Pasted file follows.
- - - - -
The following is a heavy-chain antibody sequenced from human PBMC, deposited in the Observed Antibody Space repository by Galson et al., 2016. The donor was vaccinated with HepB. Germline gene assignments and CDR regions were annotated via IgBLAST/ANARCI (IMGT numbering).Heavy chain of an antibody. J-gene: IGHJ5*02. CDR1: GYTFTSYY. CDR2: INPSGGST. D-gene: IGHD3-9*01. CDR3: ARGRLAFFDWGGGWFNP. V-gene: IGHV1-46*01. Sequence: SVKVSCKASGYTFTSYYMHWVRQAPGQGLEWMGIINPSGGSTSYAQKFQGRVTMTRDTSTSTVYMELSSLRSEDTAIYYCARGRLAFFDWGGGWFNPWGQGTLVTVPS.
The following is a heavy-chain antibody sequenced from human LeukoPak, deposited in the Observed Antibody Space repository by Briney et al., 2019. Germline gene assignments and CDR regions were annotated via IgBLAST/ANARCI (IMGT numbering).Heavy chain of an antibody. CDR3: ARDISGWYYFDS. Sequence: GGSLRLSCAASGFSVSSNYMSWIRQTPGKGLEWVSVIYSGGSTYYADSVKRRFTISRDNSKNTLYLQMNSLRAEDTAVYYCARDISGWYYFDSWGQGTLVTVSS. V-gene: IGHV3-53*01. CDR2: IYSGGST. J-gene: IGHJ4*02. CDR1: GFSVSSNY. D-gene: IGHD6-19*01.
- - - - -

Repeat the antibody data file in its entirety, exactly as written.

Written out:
The following is a heavy-chain antibody sequenced from human PBMC, deposited in the Observed Antibody Space repository by Galson et al., 2016. The donor was vaccinated with HepB. Germline gene assignments and CDR regions were annotated via IgBLAST/ANARCI (IMGT numbering).Heavy chain of an antibody. J-gene: IGHJ5*02. CDR1: GYTFTSYY. CDR2: INPSGGST. D-gene: IGHD3-9*01. CDR3: ARGRLAFFDWGGGWFNP. V-gene: IGHV1-46*01. Sequence: SVKVSCKASGYTFTSYYMHWVRQAPGQGLEWMGIINPSGGSTSYAQKFQGRVTMTRDTSTSTVYMELSSLRSEDTAIYYCARGRLAFFDWGGGWFNPWGQGTLVTVPS.
The following is a heavy-chain antibody sequenced from human LeukoPak, deposited in the Observed Antibody Space repository by Briney et al., 2019. Germline gene assignments and CDR regions were annotated via IgBLAST/ANARCI (IMGT numbering).Heavy chain of an antibody. CDR3: ARDISGWYYFDS. Sequence: GGSLRLSCAASGFSVSSNYMSWIRQTPGKGLEWVSVIYSGGSTYYADSVKRRFTISRDNSKNTLYLQMNSLRAEDTAVYYCARDISGWYYFDSWGQGTLVTVSS. V-gene: IGHV3-53*01. CDR2: IYSGGST. J-gene: IGHJ4*02. CDR1: GFSVSSNY. D-gene: IGHD6-19*01.